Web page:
Zen of Recording

Tim

It’s late April, several years ago, and I can remember it seeming a little like Christmas. It’s a no moon night and, at times, my breath is all I see. I stalk purposefully through San Diego’s frosty, darkened streets that wind down from my super-secret parking spot toward that ubër oasis of all things musical of the indie moment, the Casbah. As if the cold slicing through my coat seams were not lending enough layers of discomfort, each step carried with it a subtle cacophony that jingled and or jangled with a timbre halfway between Santa’s sleigh and the chains of Jacob Marley but almost whispered, as if to avoid detection…shiennng…shiennng…shiennng.

Surely, the large and kind doorman must have heard the bangle of my now newly-ripped coat lining as I greeted him.

“Hi, I think I’m on the list.”

“Cool. What band?” he asked over the opening blare of the opening artist’s first salvo.

I leaned in so he could hear me better and, in doing so, Donner and Blitzen’s specters were once again evoked…shiennng, “Via Satellite.” I said and, as always, with pride impossible to mask.

“Yeah man, come on in.” He nodded as he held up a rubber stamp, whose mark I knew would still be on my wrist in the morning. Ink was transferred to skin and I headed in… shiennng…shiennng…shiennng.

“Hey, man” came a soft, cool familiar voice from the darkness. “You got what I want?” he broke character quickly and chuckled as he draped his long, slender arm across my shoulders.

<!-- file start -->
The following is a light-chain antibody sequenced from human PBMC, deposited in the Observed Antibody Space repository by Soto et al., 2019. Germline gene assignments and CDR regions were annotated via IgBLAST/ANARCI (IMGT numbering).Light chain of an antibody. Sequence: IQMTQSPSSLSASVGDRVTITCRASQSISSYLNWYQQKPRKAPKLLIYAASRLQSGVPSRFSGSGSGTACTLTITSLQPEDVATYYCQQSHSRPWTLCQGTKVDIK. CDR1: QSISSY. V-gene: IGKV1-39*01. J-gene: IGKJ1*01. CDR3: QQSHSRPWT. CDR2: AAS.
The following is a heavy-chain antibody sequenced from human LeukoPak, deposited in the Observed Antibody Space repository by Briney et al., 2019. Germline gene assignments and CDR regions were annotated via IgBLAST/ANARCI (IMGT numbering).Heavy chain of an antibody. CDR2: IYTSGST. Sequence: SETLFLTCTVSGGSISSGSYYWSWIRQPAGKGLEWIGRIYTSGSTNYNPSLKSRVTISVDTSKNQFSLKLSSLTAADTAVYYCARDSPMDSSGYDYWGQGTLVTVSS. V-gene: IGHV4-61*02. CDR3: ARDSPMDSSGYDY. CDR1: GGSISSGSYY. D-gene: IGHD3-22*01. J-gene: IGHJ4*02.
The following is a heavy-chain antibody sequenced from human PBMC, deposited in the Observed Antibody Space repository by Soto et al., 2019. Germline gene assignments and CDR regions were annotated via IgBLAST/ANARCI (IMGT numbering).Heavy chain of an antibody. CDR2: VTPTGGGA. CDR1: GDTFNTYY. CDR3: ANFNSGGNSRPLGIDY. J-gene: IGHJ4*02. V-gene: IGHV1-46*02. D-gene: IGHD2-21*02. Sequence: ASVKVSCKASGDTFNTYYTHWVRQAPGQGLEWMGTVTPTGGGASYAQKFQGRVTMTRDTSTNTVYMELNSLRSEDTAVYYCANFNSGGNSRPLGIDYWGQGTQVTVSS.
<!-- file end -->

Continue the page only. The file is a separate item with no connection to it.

“Yeah, man. I got the stuff,” I said with mock-shifty eyes, as I produced the concert sleigh bells I had been unwisely (and pretty much unsuccessfully) concealing in my coat pocket.

I vividly recall the first time I’d heard these bells, but context would probably help. In 1999, my son Drew Andrews brought over some friends that he had been playing music with at their church in El Cajon, after hours. He wondered if I could help them with the mixing of some material they’d been developing and recording under the name Static Glaze. I did, and a short time later we decided to record together. The end result was an album called Wake Up Heavy, which was the first of several we would end up making together. It was during this time that they changed their name to Via Satellite.

Sessions had been going great. An uncommon sense of focus stretched itself taut throughout the entire process, with more creative ideas per measure than any project I’d worked on before or since.

One day, however, things were coming together a little more slowly than usual for a song called “New Day Sun.” We were trying to get the arrangement to build to a climactic intensity both grand and majestic, but still delicate enough to offset the walls of guitars we were building around it. While the band got much more dynamic in the performances, we still couldn’t find it.

“Hang on a sec.” said a distant voice that bled into the room mics. “Yeah. Okay, set me up with a new track and let me see.” I hit “Record.”

After almost 3½ minutes, we heard it.
shiennng…
    shiennng…
    shiennng…

“I turned to Drew. “What is that?”

“That,” he laughed, “is some Tim magic right there, dude.”

And magic is something my dear friend Tim Reece brought so very often.

The perfect feel for the moment.

That exquisite, deep, open tone from his drums. That quiet, confident cool. That hard-won performance he challenged himself to find from within. Time and again he would ask to do “one more take.”

He knew what he wanted and he needed to hear that manifested, because he was an artist.